Hey guys! This is Austin Sweet. I'm the lead audio engineer at FxSound. I've put together a quick tutorial on how to use the EQ. You can watch the video above or follow the steps below.
Equalization (or EQ for short) lets you increase or decrease different sound frequencies.
If you want more bass, you can use the EQ to turn up the low frequencies.
And if your audio is harsh you can reduce the high treble range of the EQ.
Or if you want to add some "throaty" mid-range character, you can adjust the... middle frequencies.
We measure different ranges of sound by their Hertz (Hz) value, or in other words, how many vibrations per second produce that frequency. But all you need to know is that lower Hz means lower frequency and pitch, and higher Hz means higher frequency.
With the new EQ, you can adjust the frequency of band. So instead of 9 static frequency values, you can adjust them to your heart's desire.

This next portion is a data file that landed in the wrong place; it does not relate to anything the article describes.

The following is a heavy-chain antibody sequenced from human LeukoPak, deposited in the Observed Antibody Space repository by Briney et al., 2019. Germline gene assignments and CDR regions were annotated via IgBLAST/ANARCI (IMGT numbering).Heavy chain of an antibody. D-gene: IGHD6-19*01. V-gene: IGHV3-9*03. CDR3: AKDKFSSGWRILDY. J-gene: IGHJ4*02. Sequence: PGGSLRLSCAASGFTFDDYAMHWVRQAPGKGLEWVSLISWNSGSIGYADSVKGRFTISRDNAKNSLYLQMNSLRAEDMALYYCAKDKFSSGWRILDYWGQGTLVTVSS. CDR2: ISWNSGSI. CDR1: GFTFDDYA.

Once you've spun the rotary wheel to get the perfect frequency, click and drag the EQ thumb to set that frequency's level. You can also hover and scroll with your mouse wheel!
We get asked, "What's the 'right' way to adjust your EQ?" But there's really no right or wrong way to equalize your sound. It comes down to what you enjoy!
So to find your balance, try playing a song, a movie, or some audio that you know by heart. Then just play around! And save your EQ settings as a custom preset once you've found a sound that you like. Then come back later and repeat the process with fresh ears.
You could also try searching for EQ cheat sheets if you want a little more help. But don't treat them as hard rules. They're more guidelines to help you understand which frequencies tend to apply to different tonal and timbral qualities.
And if none of that made any sense, feel free to shoot us an email and we'll be happy to help!
Now that FxSound is free and we've moved to a donation model we've had to discontinue active customer support, but you can get help from the community at the new FxSound Forum.